In the present study, we focus on large-scale turbulent structures observed over the continental shelf in the northern Gulf of Alaska off Kayak Island when the ocean was forced by strong steady winds, large surface waves, and moderate but persistent surface cooling during late fall and winter months. Observations showed generation of wind- and buoyancy-driven and remotely forced currents (Jarosz et al. 2017), intense surface wave breaking, and generation of bubble clouds, along with high-frequency currents over the northern Alaskan shelf (Wang et al. 2016). These high-frequency motions are likely driven by a combination of different dynamical processes that include convection, shear-driven turbulence, and Langmuir circulation cells generated by the interaction of surface wave effects and background currents. The main objectives of this study are to evaluate turbulent large-eddy structures and their associated eddy momentum fluxes (or turbulent shear stresses), along with turbulent flux divergences in response to local wind stress forcing.

In a convective boundary layer, surface cooling-induced buoyancy forcing dominates in the production of turbulent kinetic energy (TKE; e.g., Brubaker 1987; Shay and Gregg 1986; Lombardo and Gregg 1989), and the buoyancy forcing modifies vertical velocity, which is then transferred by turbulent pressure forces into horizontal velocity components, thus generating coherent flows in ocean and atmospheric boundary layers (see, e.g., Lumley and Panofsky 1964; Thorpe 2005). In the absence of winds, the convective motions are horizontally homogeneous.

When the surface buoyancy flux is small, the production of TKE is dominated by shear production driven by surface wind stress (Dillon et al. 1981; Soloviev et al. 1988). The surface wind stress generates velocity fluctuations in the downwind direction before transferring energy to the crosswind and vertical energy components through turbulent pressure fluctuations. The shear-driven coherent structures can be identified as “ramp-like” structures in temperature and velocity records in the daytime atmospheric boundary layer (Antonia et al. 1979; Phong-Anant et al. 1980), in the nighttime oceanic boundary layer (e.g., Soloviev 1990; Wijesekera et al. 2004), and also in the oceanic bottom boundary layer (Thorpe et al. 1991).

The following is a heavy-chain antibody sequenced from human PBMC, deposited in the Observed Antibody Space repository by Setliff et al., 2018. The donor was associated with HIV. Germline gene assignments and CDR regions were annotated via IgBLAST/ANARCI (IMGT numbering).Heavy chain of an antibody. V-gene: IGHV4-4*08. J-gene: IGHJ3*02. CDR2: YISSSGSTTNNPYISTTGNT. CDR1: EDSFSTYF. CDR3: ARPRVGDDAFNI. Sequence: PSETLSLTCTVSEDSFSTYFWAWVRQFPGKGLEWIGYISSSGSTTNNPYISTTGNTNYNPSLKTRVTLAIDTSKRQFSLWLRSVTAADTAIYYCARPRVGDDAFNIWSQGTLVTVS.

Langmuir (1938) reported the organization of lines of convergence resulting from roll vortices as a response to the wind over the ocean. These roll vortices are referred to as Langmuir circulation cells, with axes roughly parallel to the wind direction. The widely accepted theory of generating “Langmuir cells” is that the surface-wave-induced Stokes drift strains the vertical vorticity associated with wind-driven currents in the horizontal downwind direction, thus generating a vortex force to form counterrotating circulation cells parallel to the wind direction (Craik and Leibovich 1976). Discussions of theory and numerous references are in Leibovich (1983) and Thorpe (2004). The vortex force generates convergence zones and upwelling/downwelling motions in the mixed layer. Although the vortex force has not been measured directly, there are many observations of convergence zones at the surface layer and the associated crosswind and vertical velocities in the deep ocean environment (Weller and Price 1988; Smith et al. 1987; Pollard and Thomas 1989; Zedel and Farmer 1991; Smith 1992, 1998; Plueddemann et al. 1996). A three-dimensional structure in mixed layer velocity was found with narrow regions of downwelling flow coinciding with bands of convergent surface flow (Weller and Price 1988). Weller and Price (1988) reported a jetlike structure in the downwind direction, with downwelling flow in the middle of the mixed layer with speeds up to 0.2 m s−1. Doppler sonar observations showed coherent vortices in the mixed layer, and the generation mechanism appeared to be consistent with vortex forcing (e.g., Zedel and Farmer 1991; Plueddemann et al. 1996; Smith 1992, 1998).